In a conversation with Zach Kerzee, pastor of Simple Church—a new United Methodist dinner church in Grafton, MA—he reflected on the meaning of simplicity in his life. He laughed and said, “Farmers don’t join gyms.” As he has gradually adapted to a lifestyle as a pastor in a semi-rural community, his days are increasingly shaped by his work on a neighboring farm that supplies produce for the church’s Thursday night dinner service, as well as a bread baking ministry that helps support the church. He said with sincerity, “I’m not busy at all.” He described his rhythms as conforming to that of the farm, and his way of life as his attempt to incorporate “Sabbath moments” every day. He holds meetings in the kitchen over the activity of baking bread. Exercise and movement is provided in the farm work. His family knows where their food is coming from. In addition, he takes two days off each week to rest.
He commented on how much of our American lifestyle demands the opposite: fragmentation. People’s work, social lives, and physical needs are often accomplished in different spaces, and typically require a financial cost (like a gym membership and prescriptions) and personal cost (like being overworked and out of touch with the natural world). Living, growing food, and cooking in one community transforms the way we appreciate our interdependency with the world and one another. By keeping church programming to a minimum and renting out a space for dinner services, his faith community can do more with less. By simplifying and ceasing, they are encountering a different way of being.
While dinner churches are popping up in both urban and rural settings, not all of us are able to adopt this lifestyle or have access to a similar type of community. Despite what our cultural and consumerist manifestos may insist, however, I do believe that all of us can simplify and find time to cease from our activity and overwhelm.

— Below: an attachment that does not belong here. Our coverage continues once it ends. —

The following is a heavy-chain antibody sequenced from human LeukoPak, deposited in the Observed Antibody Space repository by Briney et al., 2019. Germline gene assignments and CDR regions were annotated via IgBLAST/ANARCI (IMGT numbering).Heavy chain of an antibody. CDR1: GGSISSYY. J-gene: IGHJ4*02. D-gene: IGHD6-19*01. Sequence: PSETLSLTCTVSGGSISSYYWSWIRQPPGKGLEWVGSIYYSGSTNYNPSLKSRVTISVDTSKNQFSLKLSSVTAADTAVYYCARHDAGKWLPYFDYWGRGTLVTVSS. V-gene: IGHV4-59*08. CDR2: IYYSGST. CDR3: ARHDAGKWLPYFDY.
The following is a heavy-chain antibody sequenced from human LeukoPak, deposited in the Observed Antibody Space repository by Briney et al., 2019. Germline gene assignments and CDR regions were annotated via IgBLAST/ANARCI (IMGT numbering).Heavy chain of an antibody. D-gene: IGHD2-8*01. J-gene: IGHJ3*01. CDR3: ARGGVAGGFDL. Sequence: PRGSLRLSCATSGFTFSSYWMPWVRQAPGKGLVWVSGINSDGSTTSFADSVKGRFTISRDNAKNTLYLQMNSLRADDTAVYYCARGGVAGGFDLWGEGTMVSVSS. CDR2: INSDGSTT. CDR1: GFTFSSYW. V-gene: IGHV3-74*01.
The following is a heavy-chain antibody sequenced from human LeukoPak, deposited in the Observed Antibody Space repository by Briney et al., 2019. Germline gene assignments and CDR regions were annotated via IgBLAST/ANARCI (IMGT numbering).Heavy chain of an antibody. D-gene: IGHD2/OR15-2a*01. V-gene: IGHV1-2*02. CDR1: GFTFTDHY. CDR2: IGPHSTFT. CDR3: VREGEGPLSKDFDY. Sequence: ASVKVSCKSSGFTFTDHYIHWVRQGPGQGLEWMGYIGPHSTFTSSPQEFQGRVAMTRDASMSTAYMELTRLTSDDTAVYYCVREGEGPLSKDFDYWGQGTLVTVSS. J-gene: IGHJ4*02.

What are some practices we can explore to help us enter more fully into Sabbath?
Dawn offers one basic practice on page 183 of her book. She eats a simple bowl of oatmeal for breakfast throughout the week, but enjoys something special on Sabbath. This single gesture grounds her way of being throughout the week and reminds her of Sabbath joy.
Or perhaps it’s the opposite for you. Maybe you are heavily involved in cooking for your family and friends throughout the week, or often eat on the run, and would better experience ceasing by preparing a simple lunch at home for your Sabbath meal or asking friends to come together over a potluck. Either way provides the opportunity to change our daily rhythms and set aside a time for ceasing.
Lastly, Zach’s emphasis on interdependence is important. In ceasing, we have more capacity to notice. When we put aside our concerns on Sabbath day, or choose to take a run in our neighborhood or work in a garden alongside neighbors instead of depending on a gym or online groceries, we increase our capacity to better notice the communities in which we live (a note here— sometimes a gym provides a great opportunity to engage with our neighbors! It all depends upon your context).
How can you spend some time noticing today? Can you go on a walk, say hello to a neighbor, or visit a local market or farmer’s market during the week to prepare a meal from your surroundings?
Cease doing, and reclaim being.
This is the first reflection of an ongoing series on Sabbath. Feel free to join the conversation!
Chloe McElyea is a second year MDiv student from California. She loves ripe tomatoes, the smell of rain, stickers, and dark chocolate. She hopes to work in Community Nutrition one day.